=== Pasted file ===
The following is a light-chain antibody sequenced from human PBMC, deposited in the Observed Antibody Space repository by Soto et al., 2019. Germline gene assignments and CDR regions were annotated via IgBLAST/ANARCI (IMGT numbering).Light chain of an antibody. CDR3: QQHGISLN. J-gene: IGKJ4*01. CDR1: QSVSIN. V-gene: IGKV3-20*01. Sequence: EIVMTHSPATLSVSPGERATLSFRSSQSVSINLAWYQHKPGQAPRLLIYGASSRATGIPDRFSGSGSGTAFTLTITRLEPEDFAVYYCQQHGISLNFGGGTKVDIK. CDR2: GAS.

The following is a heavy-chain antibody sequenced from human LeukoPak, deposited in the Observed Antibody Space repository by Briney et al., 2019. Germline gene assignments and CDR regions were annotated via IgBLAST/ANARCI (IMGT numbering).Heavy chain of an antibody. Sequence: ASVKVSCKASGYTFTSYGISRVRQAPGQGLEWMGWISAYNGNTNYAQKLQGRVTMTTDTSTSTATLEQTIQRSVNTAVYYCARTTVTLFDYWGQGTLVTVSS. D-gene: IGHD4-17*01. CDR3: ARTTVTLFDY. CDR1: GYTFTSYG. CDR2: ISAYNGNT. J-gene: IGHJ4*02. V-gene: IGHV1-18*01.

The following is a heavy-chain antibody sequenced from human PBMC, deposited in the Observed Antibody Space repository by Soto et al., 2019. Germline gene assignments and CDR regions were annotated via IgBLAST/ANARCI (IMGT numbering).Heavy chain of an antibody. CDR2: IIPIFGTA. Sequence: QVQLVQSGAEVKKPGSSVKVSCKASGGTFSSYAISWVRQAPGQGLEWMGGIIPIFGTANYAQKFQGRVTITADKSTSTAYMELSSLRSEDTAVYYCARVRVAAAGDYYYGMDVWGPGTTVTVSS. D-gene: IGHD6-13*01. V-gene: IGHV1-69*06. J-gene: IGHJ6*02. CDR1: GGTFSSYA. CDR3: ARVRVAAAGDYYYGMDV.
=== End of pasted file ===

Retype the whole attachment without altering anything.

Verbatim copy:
The following is a light-chain antibody sequenced from human PBMC, deposited in the Observed Antibody Space repository by Soto et al., 2019. Germline gene assignments and CDR regions were annotated via IgBLAST/ANARCI (IMGT numbering).Light chain of an antibody. CDR3: QQHGISLN. J-gene: IGKJ4*01. CDR1: QSVSIN. V-gene: IGKV3-20*01. Sequence: EIVMTHSPATLSVSPGERATLSFRSSQSVSINLAWYQHKPGQAPRLLIYGASSRATGIPDRFSGSGSGTAFTLTITRLEPEDFAVYYCQQHGISLNFGGGTKVDIK. CDR2: GAS.

The following is a heavy-chain antibody sequenced from human LeukoPak, deposited in the Observed Antibody Space repository by Briney et al., 2019. Germline gene assignments and CDR regions were annotated via IgBLAST/ANARCI (IMGT numbering).Heavy chain of an antibody. Sequence: ASVKVSCKASGYTFTSYGISRVRQAPGQGLEWMGWISAYNGNTNYAQKLQGRVTMTTDTSTSTATLEQTIQRSVNTAVYYCARTTVTLFDYWGQGTLVTVSS. D-gene: IGHD4-17*01. CDR3: ARTTVTLFDY. CDR1: GYTFTSYG. CDR2: ISAYNGNT. J-gene: IGHJ4*02. V-gene: IGHV1-18*01.

The following is a heavy-chain antibody sequenced from human PBMC, deposited in the Observed Antibody Space repository by Soto et al., 2019. Germline gene assignments and CDR regions were annotated via IgBLAST/ANARCI (IMGT numbering).Heavy chain of an antibody. CDR2: IIPIFGTA. Sequence: QVQLVQSGAEVKKPGSSVKVSCKASGGTFSSYAISWVRQAPGQGLEWMGGIIPIFGTANYAQKFQGRVTITADKSTSTAYMELSSLRSEDTAVYYCARVRVAAAGDYYYGMDVWGPGTTVTVSS. D-gene: IGHD6-13*01. V-gene: IGHV1-69*06. J-gene: IGHJ6*02. CDR1: GGTFSSYA. CDR3: ARVRVAAAGDYYYGMDV.